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The University of Southampton
Health SciencesPostgraduate study

Kate Ashforth MSc Midwifery 2018

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Hi, I'm Kate Ashforth and I studied MSc Midwifery at the University of Southampton.

I have felt well-supported by lecturers throughout my course, who have encouraged me to submit papers for publication in midwifery journals and to speak at the European Midwifery Association Conference in London.

Why did you to choose to study MSc Midwifery at Southampton?

I originally applied because of the excellent reputation of the University, and when I attended the interview I fell in love with the campus and the members of the lecturing team that welcomed us. Everyone was so friendly and the interview itself seemed to focus on recruiting the right type of people, with the aim of teaching us the skills we required throughout the course to become midwives.

Were you apprehensive or excited about anything in particular before coming to Southampton?

I was nervous about studying at MSc level, particularly as I had completed my degree almost a decade before. I was also worried about commuting, juggling academic, clinical placement and childcare commitments. I was looking forward to studying again and to working as a student midwife in a busy NHS trust that incorporated a variety of settings, including busy labour ward and two birth centre settings

Once at Southampton, how were your expectations met or fears overcome?

Being a small cohort of students, we got to know each other well and had a very strong bond. We were supported by a small team of midwifery lecturers, which means that they knew each of us and our own individual goals and hopes. The students, lecturers and midwives formed an excellent team and we worked together to make sure we all got to graduation being the best midwives we can be.

What have you enjoyed most about your course?

I particularly enjoyed the decision-making and caseloading module as it enabled me to combine theory and practice, and caused me to reflect on my own practice. It was a module that solidified my commitment to woman-centred midwifery care, as did my final project which gave me the opportunity to interview women using the maternity services. The final project improved my knowledge of research methods and it allowed me to work closely with my project supervisor to develop my knowledge of caring for women in early labour.

Throughout the course I was academic representative and academic president for midwifery, which allowed me to liaise between staff and students. I enjoyed making a positive contribution to student experiences of the course and practice placements, and through meetings I met the lay person who sat on midwifery committees. I worked with her to organise my own Multiple Birth study day as part of my elective module, and I also attended a focus group to discuss mental health in multiple pregnancy and develop resources for women needing mental health input.

I felt well-supported by lecturers throughout my course, who have encouraged me to submit papers for publication in midwifery journals and to speak at  the European Midwifery Association Conference in London during my second year. There have been plenty of  opportunities to engage in study days and meet midwives and lecturers from other trusts and universities, and the department really value and encourage their students to think outside the box.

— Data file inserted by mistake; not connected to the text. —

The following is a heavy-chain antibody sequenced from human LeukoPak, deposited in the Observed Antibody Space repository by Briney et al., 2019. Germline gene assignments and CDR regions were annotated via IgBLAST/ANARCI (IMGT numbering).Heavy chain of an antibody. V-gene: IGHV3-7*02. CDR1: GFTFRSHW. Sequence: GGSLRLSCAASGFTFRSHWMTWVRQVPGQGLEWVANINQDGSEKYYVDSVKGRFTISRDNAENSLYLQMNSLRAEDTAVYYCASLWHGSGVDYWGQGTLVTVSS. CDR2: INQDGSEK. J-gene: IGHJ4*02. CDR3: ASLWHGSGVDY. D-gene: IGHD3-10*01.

What has it been like studying here and what have you found to be the greatest challenges?

Studying at Southampton exceeded expectations. I have been very well-supported by lecturers within the midwifery team, and have been privileged in working with excellent mentors and midwives within the trust. A small group of students in our cohort, of which I was part, created the university's first Midwifery Society (MidSoc), which is going from strength to strength and encourages cohesion across the various groups of students.

What do you think about the study facilities at the University?

I was a member of the University gym, which was always clean and well-staffed. The library facilities were ample, and staff were always friendly and keen to assist in finding journals or books that were not immediately available.

What advice would you give to a student starting their Masters degree at Southampton?

I would advise students to consider why they want to be a midwife, and to hold that close to them throughout their training. It is a hard course and a clear focus and reason for studying gives you a useful purpose when you have a difficult day. I think it is important to be prepared to work hard both in university and during placement, and that you need to have your home life organised in terms of childcare and commuting. Ultimately, I would encourage students to enjoy their time at university and to make the most of all the opportunities they have.

Tell us about the next steps in your Midwifery career. 

I am working as a newly-qualified midwife at the University Hospital Southampton NHS Foundation Trust. I have an antenatal clinic in the team I trained in, which is brilliant as I am working alongside a team of excellent midwives who are also now friends. They understand the realities of being a new midwife, and are there when I need them to help. By the end of my first year as a midwife, I will have spent six months working in the midwifery-led pathway and six months working in the obstetric-led pathway. The programme for new midwives enables us to gain experience in an array of clinical settings and to improve our confidence in these areas.

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